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Quiddich
Definition of Quidditch

By Josh Stern

Fire jugglers, Irish dancers, rock bands and an a cappella group entertain the crowd along the sidelines while fireworks light the sky above. On the field, women and men straddling brooms run between goalposts adorned with colourful banners.

This is not an ordinary college sporting event.

On Nov. 11, 2007, with crisp uniforms, equipment and a new scoreboard, the Middlebury Mollywobbles and the Vassar Butterbeer Brewers were set to compete in the third annual Quidditch World Cup.

It all started with a book. Eleven years ago, J.K. Rowling released the first of a series of stories that would redefine children’s literature. After millions of copies sold, some said Harry Potter helped an entire generation of kids to love reading.

There are people out there who think we’re
ridiculous and I
wouldn’t disagree

with them.

Alex Benepe
quidditch player

 

At Middlebury College in Vermont, a handful of students were inspired to bring a wizard’s sport into reality.

Students Alex Benepe, who runs the Intercollegiate Quidditch Association, and Xander Manshel, who outlined the rules, brought fact from fantasy. “At first, we didn’t really have any idea where it would go,” says Benepe. “We just sort of threw it out there for fun and it immediately worked out.”

To bring Potter’s game to life, some changes had to be made from its original literary form. In the stories, players chase a flying ball of gold called the snitch. At Middlebury, players chase a person dressed in yellow who runs with a ball dangling out the back of his or her shorts.

Rainey Johnson, a cross-country runner and wrestler, started the practice of a human snitch. Benepe says Johnson is an ideal choice. “Hes a wrestler, so he’s able to take people down if they get too close to him. He can do handsprings and somersaults and backflips,” he says.

Although the real-life game is played on foot, Quidditch players carry brooms to emulate the characters in the book who use them to fly. Benepe admits it’s a good time but can feel a little silly.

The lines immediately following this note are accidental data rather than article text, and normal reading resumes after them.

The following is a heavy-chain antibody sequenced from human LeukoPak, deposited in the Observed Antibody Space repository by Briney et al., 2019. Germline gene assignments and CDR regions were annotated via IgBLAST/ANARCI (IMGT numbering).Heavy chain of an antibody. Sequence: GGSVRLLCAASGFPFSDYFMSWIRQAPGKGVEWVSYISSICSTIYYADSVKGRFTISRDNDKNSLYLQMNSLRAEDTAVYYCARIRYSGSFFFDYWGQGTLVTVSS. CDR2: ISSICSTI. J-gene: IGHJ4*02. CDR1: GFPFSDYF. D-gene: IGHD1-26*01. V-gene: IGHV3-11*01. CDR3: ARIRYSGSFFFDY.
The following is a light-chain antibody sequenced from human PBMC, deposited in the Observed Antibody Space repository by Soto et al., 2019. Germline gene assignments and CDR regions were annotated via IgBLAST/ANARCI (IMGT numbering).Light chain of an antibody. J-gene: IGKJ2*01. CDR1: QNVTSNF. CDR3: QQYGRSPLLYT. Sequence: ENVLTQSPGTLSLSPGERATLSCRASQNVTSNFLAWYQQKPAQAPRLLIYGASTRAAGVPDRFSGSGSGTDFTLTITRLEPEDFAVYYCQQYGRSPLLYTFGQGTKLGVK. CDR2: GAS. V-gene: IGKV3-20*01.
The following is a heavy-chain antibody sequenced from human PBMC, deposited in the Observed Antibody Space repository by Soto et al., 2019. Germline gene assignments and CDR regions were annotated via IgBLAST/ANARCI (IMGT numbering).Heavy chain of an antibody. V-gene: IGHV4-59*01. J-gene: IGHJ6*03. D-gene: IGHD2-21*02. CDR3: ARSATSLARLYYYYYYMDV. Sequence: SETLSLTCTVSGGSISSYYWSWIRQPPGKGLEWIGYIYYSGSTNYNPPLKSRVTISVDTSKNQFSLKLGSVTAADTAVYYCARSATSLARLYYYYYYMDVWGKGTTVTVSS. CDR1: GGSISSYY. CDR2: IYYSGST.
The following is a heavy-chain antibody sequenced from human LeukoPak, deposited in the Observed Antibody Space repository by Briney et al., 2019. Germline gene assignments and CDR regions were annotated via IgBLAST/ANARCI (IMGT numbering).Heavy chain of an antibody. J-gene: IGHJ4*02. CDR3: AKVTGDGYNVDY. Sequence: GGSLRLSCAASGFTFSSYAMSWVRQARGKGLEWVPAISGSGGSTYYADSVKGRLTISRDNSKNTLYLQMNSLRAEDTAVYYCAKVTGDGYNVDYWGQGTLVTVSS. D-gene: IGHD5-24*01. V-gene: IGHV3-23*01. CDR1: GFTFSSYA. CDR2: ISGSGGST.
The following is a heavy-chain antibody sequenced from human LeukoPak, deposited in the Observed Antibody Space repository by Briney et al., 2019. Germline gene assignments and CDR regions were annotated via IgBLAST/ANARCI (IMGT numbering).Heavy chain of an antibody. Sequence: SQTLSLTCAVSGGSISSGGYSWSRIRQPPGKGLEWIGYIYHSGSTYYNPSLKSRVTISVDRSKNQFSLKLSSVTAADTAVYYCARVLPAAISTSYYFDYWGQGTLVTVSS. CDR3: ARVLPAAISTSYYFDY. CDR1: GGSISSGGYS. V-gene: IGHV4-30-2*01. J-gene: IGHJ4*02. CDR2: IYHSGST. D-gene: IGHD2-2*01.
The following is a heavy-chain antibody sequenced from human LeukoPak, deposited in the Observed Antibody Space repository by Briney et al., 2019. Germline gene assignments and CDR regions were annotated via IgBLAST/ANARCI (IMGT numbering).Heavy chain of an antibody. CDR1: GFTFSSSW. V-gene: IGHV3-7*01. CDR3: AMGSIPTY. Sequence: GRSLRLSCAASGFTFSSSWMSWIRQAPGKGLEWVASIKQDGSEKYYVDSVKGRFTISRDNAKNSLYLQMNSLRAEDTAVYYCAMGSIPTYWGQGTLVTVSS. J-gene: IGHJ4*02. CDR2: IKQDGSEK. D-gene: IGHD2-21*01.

“There are people out there who think we’re ridiculous and I wouldn’t disagree with them,” he says. “I think we are kind of ridiculous – that’s why it’s so fun. I feel like anyone who tries it will love it.”

Benepe’s team actively recruits colleges across the United States to join his league and he gets a number of emails from schools and charities that want to get involved. More than 60 U.S colleges play by Manshel’s rules and teams have even sprouted up in Ottawa, Calgary and St. John’s.

Benepe was pleased to learn that some high school students have started playing as well. “It’s great because it means all these kids who are playing in high schools are playing by our rules,” he says. “So when they come to college they’ll start teams . . . It just sort of shows that the tradition has the ability to last for many years.”

The last “World Cup” demonstrated the potential for a tradition to grow. Not only did the number of teams in the tournament increase from 5 to 12, but it also hosted the first intercollegiate match. The Butterbeer Brewers from Vassar College in New York trekked to Vermont to compete.

Conrad Schott, Vassar student and captain of the Brewers, said his team was well received by Middlebury. “They were extremely organized about everything. It was very fun to have a completely organized and enthusiastic Quidditch environment.”

The contest was a spectacular event for all involved. The only thing missing was Rowling herself, and if Benepe has his way she’ll be guest of honour at next year’s tournament.

Back on the field, Middlebury’s practice paid off, as Benepe says his team won 120- 0. Despite the shutout score, everyone had a great time. “It was a fantastic event,” says Chris Free, player for the Mollywobbles. “It was one of the best days of my life.”